Why Seattle Cares About the Farm Bill
Seattle, along with other municipalities, faces multiple health, social, and environmental problems connected to food. In 2007, up to 11% of adults in Seattle ran out of food. In 2008, the incidence of obesity in King County adults was 21% and that of overweight adults was 54%. In 2006, the annual attributable cost of diabetes was estimated at $1.025 million. Overweight and obesity are significant risk factors for type 2 diabetes, heart disease, and other chronic diseases. Supporting public health and protecting our environment are essential to the viability and livability of our city and hence our economy.
Improving nutrition and reducing hunger are not only moral concerns, but are critical for decreasing social vulnerability, for increasing the capacity of children to learn, and for improving economic opportunity. In Seattle 42% of public school students are enrolled to receive free or reduced meals. In the last two years many of our food banks reported an increase of clientele of 50% or more. The current quality of food is insufficient to meet health needs. We cannot be complacent about poor diet and lack of access to fresh, high quality, healthy food.
Agriculture represents an important part of both rural and urban economies. According to United States Department of Agriculture 2007 Census Data, farms in the 12 Puget Sound counties had sales of $1.1 billion. Yet, farmland, farms, and farmers are at risk because of policy barriers and inadequate infrastructure and the region is still losing farmland. There is a demonstrated need for regionally-appropriate technology and infrastructure that can address market barriers and create food industry jobs.
People increasingly understand that food is connected not only to health, but the environment, climate change, and the economy. Access to healthy food is increased when local and regional food production, processing, distribution and retail work together to build strong markets for healthy foods. There is a growing awareness that our urban and rural communities are mutually interdependent and that the regional food economy can create stable jobs within our communities.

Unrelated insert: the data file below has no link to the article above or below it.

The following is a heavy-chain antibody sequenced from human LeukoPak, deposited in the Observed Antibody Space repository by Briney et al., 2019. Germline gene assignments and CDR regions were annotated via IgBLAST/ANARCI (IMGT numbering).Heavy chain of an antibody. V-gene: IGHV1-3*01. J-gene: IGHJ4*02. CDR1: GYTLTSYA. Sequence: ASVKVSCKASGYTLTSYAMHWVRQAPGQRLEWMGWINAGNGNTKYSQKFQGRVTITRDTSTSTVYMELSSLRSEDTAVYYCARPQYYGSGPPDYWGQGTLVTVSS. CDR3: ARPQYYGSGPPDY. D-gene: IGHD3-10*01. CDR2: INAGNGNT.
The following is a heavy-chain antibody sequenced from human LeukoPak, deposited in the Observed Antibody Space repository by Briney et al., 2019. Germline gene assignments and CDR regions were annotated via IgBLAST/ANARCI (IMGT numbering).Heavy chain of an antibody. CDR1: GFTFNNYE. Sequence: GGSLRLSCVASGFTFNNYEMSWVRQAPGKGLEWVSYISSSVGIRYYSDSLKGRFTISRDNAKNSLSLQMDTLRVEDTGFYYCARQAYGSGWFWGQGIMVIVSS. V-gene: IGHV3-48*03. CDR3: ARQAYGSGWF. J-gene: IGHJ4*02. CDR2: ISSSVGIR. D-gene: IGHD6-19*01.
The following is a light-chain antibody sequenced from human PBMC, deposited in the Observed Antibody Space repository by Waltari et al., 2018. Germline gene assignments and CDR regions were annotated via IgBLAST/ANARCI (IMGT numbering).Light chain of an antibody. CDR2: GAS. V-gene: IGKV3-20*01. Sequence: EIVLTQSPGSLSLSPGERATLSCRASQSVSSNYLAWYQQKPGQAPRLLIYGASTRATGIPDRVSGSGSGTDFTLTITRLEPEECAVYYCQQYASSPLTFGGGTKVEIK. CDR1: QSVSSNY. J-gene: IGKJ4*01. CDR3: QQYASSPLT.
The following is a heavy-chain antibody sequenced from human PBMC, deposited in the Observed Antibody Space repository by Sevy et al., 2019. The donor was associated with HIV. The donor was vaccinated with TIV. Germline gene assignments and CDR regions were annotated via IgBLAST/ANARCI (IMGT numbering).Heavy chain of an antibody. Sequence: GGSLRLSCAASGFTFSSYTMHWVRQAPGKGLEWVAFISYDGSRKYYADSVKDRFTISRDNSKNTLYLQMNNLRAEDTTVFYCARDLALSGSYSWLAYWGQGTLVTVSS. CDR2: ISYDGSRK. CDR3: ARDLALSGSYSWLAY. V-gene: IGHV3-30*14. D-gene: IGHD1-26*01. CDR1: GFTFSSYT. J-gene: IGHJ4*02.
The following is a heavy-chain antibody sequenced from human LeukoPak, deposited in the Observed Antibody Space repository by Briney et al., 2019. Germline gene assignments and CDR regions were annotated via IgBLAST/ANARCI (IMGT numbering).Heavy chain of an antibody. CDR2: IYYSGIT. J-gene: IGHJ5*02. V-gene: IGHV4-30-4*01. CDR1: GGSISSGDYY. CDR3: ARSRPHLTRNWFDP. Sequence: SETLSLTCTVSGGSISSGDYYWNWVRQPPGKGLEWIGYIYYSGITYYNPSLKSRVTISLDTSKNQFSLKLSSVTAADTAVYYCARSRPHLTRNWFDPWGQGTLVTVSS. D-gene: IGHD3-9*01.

Maintaining and improving the security of a diverse food supply is essential to local emergency preparedness and regional self-reliance. New coordination across city, county, state, and federal agencies, as well as between government, civil society, and businesses is needed to allow communities greater flexibility to plan and take action for strong and diverse food systems in every region.
The current food system has led to an unsustainable reliance on chemical inputs and cheap oil for production and distribution and the paradox of simultaneous increases in both obesity and chronic hunger. The current food system externalizes a host of environmental problems. Sustainable agricultural practices need to be more broadly supported and applied and reliance on oil must be reduced.
The policies, programs, and funding included in the 2012 Farm Bill will affect how successful Seattle can be in achieving our goal of improving our local food system and in doing so, advance the City's interrelated Comprehensive Plan goals of environmental sustainability, economic development, public health, race and social justice, and emergency preparedness. Local government has an important role to play in creating a healthy food system, but federal policies and actions significantly impact Seattle's ability to fully realize these goals.